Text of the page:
According to the federal Bureau of Labor Statistics, more workers died from occupational injuries in 2015 than in any year since 2008.
This census of workplace fatalities has been in use since 1992, and its goal is to provide a transparent view on workplace safety across the nation. The report is broken down by demographic groups and the occupations most at risk for on the job injuries.
The key findings of the report show that 4,836 workplace fatalities were reported in 2015, which is the highest annual number since the 5,214 deaths in 2008. This overall rate of fatalities was 3.38 per 100,000 full-time workers, which, while still high, was lower than the 3.43 rate of 2014.
Hispanic and Latino workers were the demographic most affected, suffering 903 fatal injuries, followed by workers of all races over 65, who incurred 650 deaths. Non-Hispanic Black or African Americans suffered 495 fatalities, and the overall fatalities for foreign-born workers were at the highest level since 2007. The majority of these foreign workers were born in Mexico, but overall represented 100 different countries and nationalities.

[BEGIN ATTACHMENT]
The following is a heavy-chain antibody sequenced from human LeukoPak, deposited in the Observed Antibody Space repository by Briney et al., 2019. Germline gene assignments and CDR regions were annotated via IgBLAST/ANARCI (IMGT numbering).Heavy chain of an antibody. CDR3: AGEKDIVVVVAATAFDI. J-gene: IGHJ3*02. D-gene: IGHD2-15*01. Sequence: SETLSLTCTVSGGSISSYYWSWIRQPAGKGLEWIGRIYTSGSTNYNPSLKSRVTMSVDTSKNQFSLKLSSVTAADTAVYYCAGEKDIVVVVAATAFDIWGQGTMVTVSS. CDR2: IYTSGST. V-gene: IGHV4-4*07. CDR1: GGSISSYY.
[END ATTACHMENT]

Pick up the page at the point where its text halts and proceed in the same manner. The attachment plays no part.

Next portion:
Of the major causes of workplace fatalities, transportation-related deaths topped the list, with 2,054. Falls, slips, and trips were the cause of 800 deaths, contact with objects and equipment was 722, violence from animals or other workers 703, exposure to harmful substances or hazardous environments 42, and fires and explosions counted for 121.
It should be noted that the majority of these fatalities were within the construction industry. For example, according to a study performed by the Ohio Safety and Health Administration, of the 4,585 workplace fatalities in 2013, 20.2% were due to construction related accidents. In other words, this equates to 20% of all workplace fatalities happen while on a construction site.
The only positive in this report is that the number of on-the-job suicides fell 18% from 2014.